Political

Strong support from party members for Paddy Ashdown’s political strategy

Many thanks to everyone who has taken part in my latest mini-survey. As I always emphasise when talking about the results from previous editions, it’s the equivalent of chatting to lots of people in the queue for coffee at Liberal Democrat events. A quick dip into views rather than a statistically rigorous analysis, in other words.

This time around, the skew of participants was heavily towards longer-standing party members. Interestingly, though, the answers did not vary much between newer and longer-standing members. Both groups very strongly put the party as being closer to Labour than the Conservatives, for example.

Not much variation except in one, counter-intuitive, respect. Generally, newer members said they knew more about events from the party’s history than longer-standing members. Perhaps that’s a quirk of the sampling. Or perhaps newer members include more people who have recently studied modern British politics at school, college or university? Whatever the reason, it’s a good reminder not to stereotype people based on their age or party experience.

There is one answer, in particular, I wanted to pull out due to its relevance to discussions all through the party this year: attitudes towards Paddy Ashdown’s political strategy in the 1990s.

His approach generated much controversy at the time, but the results in the 1997 general election have given it a very warm afterglow:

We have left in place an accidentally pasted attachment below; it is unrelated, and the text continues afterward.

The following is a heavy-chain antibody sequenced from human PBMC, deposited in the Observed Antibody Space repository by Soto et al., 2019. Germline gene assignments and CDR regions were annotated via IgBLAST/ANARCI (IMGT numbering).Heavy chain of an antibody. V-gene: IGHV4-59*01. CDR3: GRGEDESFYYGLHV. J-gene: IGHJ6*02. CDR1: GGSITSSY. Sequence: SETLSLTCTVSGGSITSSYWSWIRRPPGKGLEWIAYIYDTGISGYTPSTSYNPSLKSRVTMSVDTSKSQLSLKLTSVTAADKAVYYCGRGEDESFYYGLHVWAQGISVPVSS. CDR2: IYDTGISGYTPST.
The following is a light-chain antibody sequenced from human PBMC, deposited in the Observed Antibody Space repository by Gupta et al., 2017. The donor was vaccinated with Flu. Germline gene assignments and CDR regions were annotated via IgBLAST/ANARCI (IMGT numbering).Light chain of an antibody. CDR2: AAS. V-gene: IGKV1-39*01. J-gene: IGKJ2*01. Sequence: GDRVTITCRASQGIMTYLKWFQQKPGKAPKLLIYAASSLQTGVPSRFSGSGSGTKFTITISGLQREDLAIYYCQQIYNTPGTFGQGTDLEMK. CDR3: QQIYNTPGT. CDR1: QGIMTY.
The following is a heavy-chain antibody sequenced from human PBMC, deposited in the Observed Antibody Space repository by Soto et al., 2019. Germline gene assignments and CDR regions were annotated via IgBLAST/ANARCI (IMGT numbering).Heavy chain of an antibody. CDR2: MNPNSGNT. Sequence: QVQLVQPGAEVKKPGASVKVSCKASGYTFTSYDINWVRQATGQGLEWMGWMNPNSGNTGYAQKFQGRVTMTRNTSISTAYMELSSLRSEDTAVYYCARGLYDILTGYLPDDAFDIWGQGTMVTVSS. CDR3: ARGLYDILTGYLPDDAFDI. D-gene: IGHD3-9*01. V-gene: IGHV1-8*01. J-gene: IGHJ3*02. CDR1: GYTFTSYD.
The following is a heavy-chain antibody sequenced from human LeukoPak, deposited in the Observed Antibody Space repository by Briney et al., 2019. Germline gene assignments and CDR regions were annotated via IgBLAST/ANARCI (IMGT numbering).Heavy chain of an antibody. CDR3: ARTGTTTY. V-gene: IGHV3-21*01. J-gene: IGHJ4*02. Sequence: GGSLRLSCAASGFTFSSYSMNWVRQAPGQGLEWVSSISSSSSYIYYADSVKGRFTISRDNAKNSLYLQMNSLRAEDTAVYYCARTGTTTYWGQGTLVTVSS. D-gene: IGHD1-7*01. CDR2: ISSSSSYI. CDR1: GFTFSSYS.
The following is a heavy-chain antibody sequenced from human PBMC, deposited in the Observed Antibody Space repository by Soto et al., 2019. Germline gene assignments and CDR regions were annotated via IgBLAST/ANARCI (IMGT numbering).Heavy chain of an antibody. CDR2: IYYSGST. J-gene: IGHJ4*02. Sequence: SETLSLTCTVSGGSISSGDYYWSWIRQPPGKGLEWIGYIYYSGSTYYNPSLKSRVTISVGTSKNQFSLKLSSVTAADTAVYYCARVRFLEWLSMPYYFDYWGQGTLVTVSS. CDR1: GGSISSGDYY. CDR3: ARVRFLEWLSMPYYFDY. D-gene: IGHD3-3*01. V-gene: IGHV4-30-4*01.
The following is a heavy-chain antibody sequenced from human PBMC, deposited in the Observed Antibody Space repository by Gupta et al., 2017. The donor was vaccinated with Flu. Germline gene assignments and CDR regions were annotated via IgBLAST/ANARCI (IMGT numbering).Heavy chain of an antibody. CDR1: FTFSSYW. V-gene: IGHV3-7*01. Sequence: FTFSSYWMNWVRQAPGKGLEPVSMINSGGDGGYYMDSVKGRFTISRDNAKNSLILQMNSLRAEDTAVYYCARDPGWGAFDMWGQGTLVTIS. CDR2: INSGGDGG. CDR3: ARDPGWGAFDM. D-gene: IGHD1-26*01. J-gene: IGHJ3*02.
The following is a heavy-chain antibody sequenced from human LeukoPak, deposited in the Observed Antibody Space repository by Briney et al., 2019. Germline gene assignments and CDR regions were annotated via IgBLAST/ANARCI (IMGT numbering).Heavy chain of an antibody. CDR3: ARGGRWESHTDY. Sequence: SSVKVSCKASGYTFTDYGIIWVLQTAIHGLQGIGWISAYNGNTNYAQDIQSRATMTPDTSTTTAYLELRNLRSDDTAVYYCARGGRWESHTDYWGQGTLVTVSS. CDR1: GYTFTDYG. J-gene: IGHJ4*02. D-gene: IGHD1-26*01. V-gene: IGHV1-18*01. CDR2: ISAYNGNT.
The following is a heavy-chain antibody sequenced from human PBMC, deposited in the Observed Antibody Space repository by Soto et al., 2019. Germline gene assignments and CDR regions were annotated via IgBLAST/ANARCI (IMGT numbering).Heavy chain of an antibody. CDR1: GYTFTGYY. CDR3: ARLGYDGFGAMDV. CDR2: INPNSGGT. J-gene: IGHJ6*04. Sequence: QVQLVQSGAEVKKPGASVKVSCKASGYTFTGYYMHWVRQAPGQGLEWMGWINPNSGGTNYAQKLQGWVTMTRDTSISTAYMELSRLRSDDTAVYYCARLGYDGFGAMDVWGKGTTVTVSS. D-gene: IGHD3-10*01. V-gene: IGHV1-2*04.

Attitudes towards Paddy Ashdown political strategy - piechart

(Of course, the answers would have been much less positive if I’d asked ‘… including flirting with the idea of merging with Labour’. But that’s not relevant to this Parliament.)

You can hear more about that strategy, why it worked and the lessons for this Parliament in The Project: How the Conservatives were beaten last time.

 

Listen to the Liberal Democrats and British politics being discussed by myself and a wide range of experts from inside and outside the party on my podcast, Never Mind The Bar Charts.

3 responses to “Strong support from party members for Paddy Ashdown’s political strategy”

  1. I have Paddy Ashdown’s diaries from this period. He was never that keen on a merger. It was Blair who kept suggesting it.

  2. I really think we need to go back to the drawing board – at around 6% of Vote in recent Voting Intention Polls this is about the very existence of the Party.
    I personally met Paddy on quite a number of occasions and the same with the amazing CK – we desperately need to get back to grass-roots campaigning if we are to survive at all. The resurgence of the Party with 63 Parliamentary Seats seems a world away …..We absolutely must also build up strength across the whole of UK – there are whole regions where the Party is completely invisible now ….

  3. The G.E. report implied such, I think? Always being aware of how and why we achieved something is essential, even if it may take a while to understand. Certainly we achieved much under Paddy (as we did afterwards under Charles Kennedy). ‘The times’ and ‘events’ had much bearing of course, but why was Paddy’s strategy so successful during those times – and why was Charles’ strategy equally successful afterwards ?
    I remember hammering the same few messages year after year. ” 1p on income tax for education ” lasted over two G.E.s didn’t it ?
    When people think about or are asked about the Lib Dems they need to immediately know at least one policy area we keep pursuing – and being able to immediately identify leading Lib Dems, if only our current Leader. Those policy areas need to have us stand out from other Parties, because they are areas which affect people and about which they care.
    Council vs General elections is a frustrating study. Why did we turn some areas of council control into MP seats and others not ?!
    How we promoted Leaders on the doorstep for years mattered.
    And, thinking about Paddy in particular, it is always worth re-reading his book “Beyond Westminster”. Even for many MPs most life happens elsewhere. Certainly it does for the voters.

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